These are the kinds of challenges that test leadership, and based on the stock price and negative growth, Best Buy has neither articulated nor executed on a strategy that appears to be working.
Number 4: Antonio Perez, Eastman Kodak.
Perez has been CEO of Kodak since 2005. Since then the stock has lost about 97 percent of its value.
This year alone its share price has fallen by around 84 percent.
Perez’s claim-to-fame is launching a well-received ink-jet printer to go up, an industry dominated by Hewlett Packard, in pursuit of an imminent turnaround that has never happened.
Perez’s last hope has been to sell the company’s patent business for a big number.
But even that appears to be uncertain.
Reality: He hasn’t executed.
Number 3: Andrea Jung, Avon.
When I saw the news that Avon CEO Andrea Jung was being kicked out as CEO, but keep her job as chairman, I screamed to myself: “NO!” She was already on my list.
Good news, she’ll keep the job until she finds a replacement, which keeps her on the list.
How she has kept the job this long is unclear. She has been CEO since 2001, and based on our calculations, the best compensated CEO on this list and Brian Sullivan’s Best CEO list.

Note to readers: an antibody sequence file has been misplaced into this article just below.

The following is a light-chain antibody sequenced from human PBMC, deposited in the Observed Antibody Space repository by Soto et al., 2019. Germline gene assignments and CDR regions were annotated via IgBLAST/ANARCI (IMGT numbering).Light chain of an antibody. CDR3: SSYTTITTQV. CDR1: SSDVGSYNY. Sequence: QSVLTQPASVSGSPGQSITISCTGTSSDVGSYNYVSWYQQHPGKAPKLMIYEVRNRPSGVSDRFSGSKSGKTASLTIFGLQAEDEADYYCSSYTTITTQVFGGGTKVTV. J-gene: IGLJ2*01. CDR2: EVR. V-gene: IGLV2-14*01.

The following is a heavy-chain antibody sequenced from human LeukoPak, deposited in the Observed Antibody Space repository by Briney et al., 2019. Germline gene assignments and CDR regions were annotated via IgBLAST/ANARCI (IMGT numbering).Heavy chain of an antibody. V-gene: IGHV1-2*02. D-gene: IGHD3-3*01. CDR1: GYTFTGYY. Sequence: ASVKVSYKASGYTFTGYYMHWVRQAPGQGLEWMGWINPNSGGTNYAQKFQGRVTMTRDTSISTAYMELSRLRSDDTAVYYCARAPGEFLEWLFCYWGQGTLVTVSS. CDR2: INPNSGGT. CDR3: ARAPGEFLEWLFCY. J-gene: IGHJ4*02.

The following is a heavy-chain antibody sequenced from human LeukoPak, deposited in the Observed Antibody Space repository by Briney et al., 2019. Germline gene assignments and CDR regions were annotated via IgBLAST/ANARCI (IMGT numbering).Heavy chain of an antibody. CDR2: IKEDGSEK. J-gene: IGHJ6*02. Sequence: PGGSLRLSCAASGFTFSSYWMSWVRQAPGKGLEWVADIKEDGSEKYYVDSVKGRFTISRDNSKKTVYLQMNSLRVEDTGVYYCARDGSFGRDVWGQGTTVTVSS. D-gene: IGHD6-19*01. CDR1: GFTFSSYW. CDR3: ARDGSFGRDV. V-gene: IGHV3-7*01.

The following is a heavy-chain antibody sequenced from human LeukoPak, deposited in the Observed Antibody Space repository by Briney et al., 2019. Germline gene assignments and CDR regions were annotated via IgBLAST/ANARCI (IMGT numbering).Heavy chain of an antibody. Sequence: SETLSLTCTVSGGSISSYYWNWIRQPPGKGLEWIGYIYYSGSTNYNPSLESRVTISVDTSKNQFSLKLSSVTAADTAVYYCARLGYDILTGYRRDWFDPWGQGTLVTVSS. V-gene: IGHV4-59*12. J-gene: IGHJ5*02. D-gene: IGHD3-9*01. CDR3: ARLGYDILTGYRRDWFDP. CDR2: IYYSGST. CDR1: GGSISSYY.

After a fast start, with the stock performing—with her getting the accolades she deserved at the time—the company’s performance since 2004 has been uneven and unenviable.
Her spot on this list was sealed after last quarter when the company announced it was embarking on a long-overdue review of itself.
Things had become so bad that one analyst dared ask on the earnings call—for all to hear: “Why should investors believe management and the board has any control over the business at this point? And I guess, Andrea, you're chairman.
Given an average board tenure of over 10 years, I believe, how long can the status quo here remain?” Another, clearly frustrated, added: “It strikes me that you, guys are so totally screwed up in so many ways.” Enough said.
Number 2: Reed Hastings, Netflix.
If readers and viewers could pick, Reed Hastings would be anointed worst CEO. Customers simply hated the blunder of all blunders—when the company attempted to splits its DVD and streaming business into two separate entities, naming the DVD business Qwiskster.
The news sent the stock into a tailspin, with Netlfix shares off around 60 percent for the year—70 percent from its highs.